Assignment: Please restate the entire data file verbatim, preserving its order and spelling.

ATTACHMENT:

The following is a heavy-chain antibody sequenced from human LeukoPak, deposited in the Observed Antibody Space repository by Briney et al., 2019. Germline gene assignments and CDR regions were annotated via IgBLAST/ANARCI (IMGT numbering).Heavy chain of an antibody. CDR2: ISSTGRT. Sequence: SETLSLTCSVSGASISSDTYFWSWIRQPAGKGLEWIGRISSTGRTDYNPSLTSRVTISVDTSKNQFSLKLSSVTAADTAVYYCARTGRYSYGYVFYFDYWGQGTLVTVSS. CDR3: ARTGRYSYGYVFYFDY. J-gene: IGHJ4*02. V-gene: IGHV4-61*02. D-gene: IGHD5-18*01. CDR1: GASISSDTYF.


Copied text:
The following is a heavy-chain antibody sequenced from human LeukoPak, deposited in the Observed Antibody Space repository by Briney et al., 2019. Germline gene assignments and CDR regions were annotated via IgBLAST/ANARCI (IMGT numbering).Heavy chain of an antibody. CDR2: ISSTGRT. Sequence: SETLSLTCSVSGASISSDTYFWSWIRQPAGKGLEWIGRISSTGRTDYNPSLTSRVTISVDTSKNQFSLKLSSVTAADTAVYYCARTGRYSYGYVFYFDYWGQGTLVTVSS. CDR3: ARTGRYSYGYVFYFDY. J-gene: IGHJ4*02. V-gene: IGHV4-61*02. D-gene: IGHD5-18*01. CDR1: GASISSDTYF.